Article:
I enjoyed reading this book of hard-bitten traders of alien relics from a forbidden zone on Earth. I was surprised by how much it reads like a crime novel for large parts; the rapacious smugglers and shifty money men, their run-ins with the police, their informers, and grimy bars and urban locales populated by stolid, hard-drinking, chain-smoking men.
Aside from these elements, Roadside Picnic is still essentially a SF novel that contains thoughtful observations about the interaction between aliens and humans. There is a particularly interesting extended dialogue, halfway through the novel, in which two characters speculate about the nature of human intelligence, alien intelligence, and their technology.
However, the novel is rarely preoccupied with academic philosophising, and the story is told largely from street level view. It focuses on events around a young procurer of alien artifacts (a ‘stalker’) and his travails both in the forbidden zone, but also, significantly, in his domestic life. In the middle of the book there is a shift of perspective, onto a local bureaucrat. However, the focus remains always on telling the story of how people’s lives have been shaped by the zone, in a form that is elliptical as well as oblique. The reader will sometimes come across stark details which are given little ceremony, and no exposition, and are treated as being everyday facts of life which require little regard. It is only after some reflection that the significance of such details will become apparent (for example, concerning the exact nature of children of stalkers.)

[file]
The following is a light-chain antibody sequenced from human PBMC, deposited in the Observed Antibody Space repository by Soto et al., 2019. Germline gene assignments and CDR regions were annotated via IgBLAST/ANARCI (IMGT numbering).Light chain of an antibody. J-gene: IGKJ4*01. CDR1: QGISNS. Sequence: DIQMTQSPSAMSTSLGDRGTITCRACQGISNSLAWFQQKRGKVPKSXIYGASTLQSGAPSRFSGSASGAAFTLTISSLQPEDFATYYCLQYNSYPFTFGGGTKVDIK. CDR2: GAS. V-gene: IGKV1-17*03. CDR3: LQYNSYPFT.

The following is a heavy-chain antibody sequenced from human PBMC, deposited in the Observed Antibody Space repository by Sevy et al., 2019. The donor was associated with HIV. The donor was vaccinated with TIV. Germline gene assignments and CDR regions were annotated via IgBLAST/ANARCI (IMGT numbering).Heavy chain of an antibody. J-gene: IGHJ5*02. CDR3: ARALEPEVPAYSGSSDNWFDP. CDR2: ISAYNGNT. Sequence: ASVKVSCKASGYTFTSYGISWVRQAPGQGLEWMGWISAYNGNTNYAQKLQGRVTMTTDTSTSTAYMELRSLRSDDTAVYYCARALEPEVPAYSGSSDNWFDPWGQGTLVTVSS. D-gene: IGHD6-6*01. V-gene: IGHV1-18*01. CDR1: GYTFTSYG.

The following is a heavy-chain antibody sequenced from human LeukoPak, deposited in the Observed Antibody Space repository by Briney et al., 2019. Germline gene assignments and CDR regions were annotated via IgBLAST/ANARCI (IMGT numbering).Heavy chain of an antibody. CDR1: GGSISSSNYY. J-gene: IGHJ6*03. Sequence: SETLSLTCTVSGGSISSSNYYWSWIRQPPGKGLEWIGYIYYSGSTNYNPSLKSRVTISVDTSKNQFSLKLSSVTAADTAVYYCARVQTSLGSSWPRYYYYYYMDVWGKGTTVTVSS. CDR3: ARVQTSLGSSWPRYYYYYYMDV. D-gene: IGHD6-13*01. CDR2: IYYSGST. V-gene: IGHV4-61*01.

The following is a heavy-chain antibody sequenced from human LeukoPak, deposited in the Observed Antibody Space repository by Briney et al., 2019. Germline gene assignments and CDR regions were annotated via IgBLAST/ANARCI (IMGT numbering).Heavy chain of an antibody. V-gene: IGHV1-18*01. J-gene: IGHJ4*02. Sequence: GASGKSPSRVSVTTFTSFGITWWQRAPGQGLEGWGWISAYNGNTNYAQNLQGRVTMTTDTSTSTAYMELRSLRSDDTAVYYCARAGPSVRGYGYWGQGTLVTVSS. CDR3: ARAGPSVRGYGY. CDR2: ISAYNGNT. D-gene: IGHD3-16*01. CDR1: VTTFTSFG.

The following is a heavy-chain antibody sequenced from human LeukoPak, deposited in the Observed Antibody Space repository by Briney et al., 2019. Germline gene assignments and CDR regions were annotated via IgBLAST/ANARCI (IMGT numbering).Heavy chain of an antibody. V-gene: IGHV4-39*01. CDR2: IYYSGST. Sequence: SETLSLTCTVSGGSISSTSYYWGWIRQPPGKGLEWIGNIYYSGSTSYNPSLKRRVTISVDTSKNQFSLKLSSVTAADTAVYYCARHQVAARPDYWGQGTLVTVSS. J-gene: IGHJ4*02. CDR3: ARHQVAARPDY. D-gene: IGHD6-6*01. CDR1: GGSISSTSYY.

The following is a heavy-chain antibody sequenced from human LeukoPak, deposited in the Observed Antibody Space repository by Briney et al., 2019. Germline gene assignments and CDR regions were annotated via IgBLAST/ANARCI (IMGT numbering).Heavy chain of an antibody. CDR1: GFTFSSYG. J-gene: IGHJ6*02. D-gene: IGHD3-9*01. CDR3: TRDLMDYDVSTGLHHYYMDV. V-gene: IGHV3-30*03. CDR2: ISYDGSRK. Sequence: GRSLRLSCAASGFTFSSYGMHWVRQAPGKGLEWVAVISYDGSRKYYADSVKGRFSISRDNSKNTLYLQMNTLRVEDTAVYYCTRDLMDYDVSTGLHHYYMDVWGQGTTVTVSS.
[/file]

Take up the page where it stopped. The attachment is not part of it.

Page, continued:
Due to this way of writing, Roadside Picnic becomes a book you will think about after putting it down. It is also an easily read book told in an everyman vernacular which expresses interesting ideas about how aliens might regard human beings. Its crime and supernatural elements also add the pleasures of a thriller, while its Soviet origins undoubtedly give things a bleakly exotic tone.